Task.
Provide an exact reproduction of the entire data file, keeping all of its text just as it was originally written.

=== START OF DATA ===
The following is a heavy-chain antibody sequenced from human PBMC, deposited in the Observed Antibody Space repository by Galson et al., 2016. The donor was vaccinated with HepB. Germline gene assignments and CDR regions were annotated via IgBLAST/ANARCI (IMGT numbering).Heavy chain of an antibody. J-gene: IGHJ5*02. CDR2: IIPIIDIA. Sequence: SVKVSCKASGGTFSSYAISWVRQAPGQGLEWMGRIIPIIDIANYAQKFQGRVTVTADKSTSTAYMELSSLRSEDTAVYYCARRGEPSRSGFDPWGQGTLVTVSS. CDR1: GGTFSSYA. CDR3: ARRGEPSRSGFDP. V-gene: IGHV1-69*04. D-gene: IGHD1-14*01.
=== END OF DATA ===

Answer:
The following is a heavy-chain antibody sequenced from human PBMC, deposited in the Observed Antibody Space repository by Galson et al., 2016. The donor was vaccinated with HepB. Germline gene assignments and CDR regions were annotated via IgBLAST/ANARCI (IMGT numbering).Heavy chain of an antibody. J-gene: IGHJ5*02. CDR2: IIPIIDIA. Sequence: SVKVSCKASGGTFSSYAISWVRQAPGQGLEWMGRIIPIIDIANYAQKFQGRVTVTADKSTSTAYMELSSLRSEDTAVYYCARRGEPSRSGFDPWGQGTLVTVSS. CDR1: GGTFSSYA. CDR3: ARRGEPSRSGFDP. V-gene: IGHV1-69*04. D-gene: IGHD1-14*01.